Short graphics or films may be shared online using GIF files, but you might be curious if you can alter them in Photoshop. Well yes, you can. Here is a short rundown on how to do it.
You must first open the GIF file in Photoshop to alter it. You may accomplish this by choosing the GIF file you wish to modify under File > Open. You may edit the file after it is opened in the same way that you would any other JPEG file.
Let’s dive into these steps in more detail.
How to Edit GIFs in Photoshop
These short instructions demonstrate how to alter a GIF in Photoshop by using the techniques in this section.
Learn more about how to edit GIFs in Photoshop using this comprehensive video below:
Step 1: Launching a GIF File for Editing
This is unquestionably the easiest part!
- Use the same steps as you would open any other picture in Photoshop to alter an existing GIF.
- You can find the GIF file you wish to open by opening the File menu, selecting Open, and then browsing.
- The GIF file will load in Photoshop after you hit the Open button.
Step 2: Set Up the Workstation
You should recall from the introduction that Photoshop contains some video editing features, so you’ll need to utilize it to finish the creative process.
- The Timeline window may be found by opening the Window menu.
- A new panel will appear in Photoshop at the end of the main document’s window.
Step 3: Editing
We meant it when we mentioned that you could alter your image frames in Photoshop however you like!
- To add flair to your GIFs, you may use the cloning tool, creative filters, or pretty much anything else you can think of.
Always keep in mind that since layers are viewed as frames, you won’t be able to modify still photos using non-destructive methods.
Step 4: Exporting Your GIF
Although it’s arguably the toughest step in the Photoshop GIF editing process, this one is manageable once you understand what you should look for. The only difficulty is exporting using Save for Web (legacy) rather than the newer, simpler Export As approach.
- First, check that every one of the animation’s frames is chosen in the Timeline panel; otherwise, Photoshop would only export the frame that is currently selected, turning your animation into a snapshot.
- Although you may choose each frame individually, a useful popup menu is tucked away in the Timeline panel’s top right corner (shown above). Next, select “All Frames” from the menu.
- Then choose “Save For Web” under the Export submenu on the File menu (Legacy). You may also utilize the tricky keyboard combination Command + Option + Shift + S (on a PC, use Ctrl + Alt + Shift + S).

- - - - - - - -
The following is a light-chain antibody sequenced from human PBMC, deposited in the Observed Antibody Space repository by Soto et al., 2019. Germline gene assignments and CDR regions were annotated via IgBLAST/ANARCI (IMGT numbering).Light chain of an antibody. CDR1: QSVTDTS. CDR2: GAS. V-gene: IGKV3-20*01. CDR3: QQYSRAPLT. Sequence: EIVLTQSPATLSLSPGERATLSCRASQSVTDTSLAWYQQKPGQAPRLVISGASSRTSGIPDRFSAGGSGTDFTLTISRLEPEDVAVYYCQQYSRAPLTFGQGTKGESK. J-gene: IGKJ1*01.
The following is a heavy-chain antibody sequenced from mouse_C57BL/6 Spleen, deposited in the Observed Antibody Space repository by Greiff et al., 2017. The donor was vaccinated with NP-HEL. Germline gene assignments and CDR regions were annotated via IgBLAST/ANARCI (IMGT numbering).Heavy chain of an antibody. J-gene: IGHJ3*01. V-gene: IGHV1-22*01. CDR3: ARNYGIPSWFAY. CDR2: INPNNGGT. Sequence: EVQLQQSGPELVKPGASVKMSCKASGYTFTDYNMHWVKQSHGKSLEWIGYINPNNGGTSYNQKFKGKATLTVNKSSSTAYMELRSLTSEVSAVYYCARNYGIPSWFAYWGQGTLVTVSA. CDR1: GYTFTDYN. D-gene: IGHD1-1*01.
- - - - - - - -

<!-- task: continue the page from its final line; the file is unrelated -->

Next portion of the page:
The Save for Web window may appear to be a bit daunting at first glance, but there are just a few things you’ll have to approve before you export your newly edited GIF.
- Firstly, make sure that the Save for Web dialogue is set to utilize the GIF file format. It may be put there by default since it recognizes you’re editing a GIF file, but occasionally presets or prior usage might conflict with that.
- You may adjust any color export setting for your GIF animation in the dialog’s top area.
- You should maintain it at 256 colors or higher because GIFs can only handle a maximum of 256 colors without losing some picture quality.
- Click the Save option when you are satisfied with the settings.
- Specify a filename in the Save dialogue box, click Save one final time, and Photoshop will export your GIF to the folder you chose.
What to Know Before You Save
Because animated GIFs contain several frames, your file size may rapidly get quite enormous, and no one is anticipating a GIF animation to be movie-grade. The exact size of your GIF file may be displayed in the bottom left corner of the preview window.
You’ll have to fiddle with the settings a little to achieve the ideal mix of picture quality and file size.
Finally, remember to adjust the looping feature of your animation under the Animation area. Most GIFs on the internet loop endlessly, but you may turn this off or limit the looping to a certain number of times.
You’ve just successfully modified a GIF with Photoshop! Photoshop is a fantastic option for the odd fun editing job, especially if you already have it installed, but if you’re interested in editing animated GIFs and other forms of video daily, you may want to find a tool that’s specialized for the task.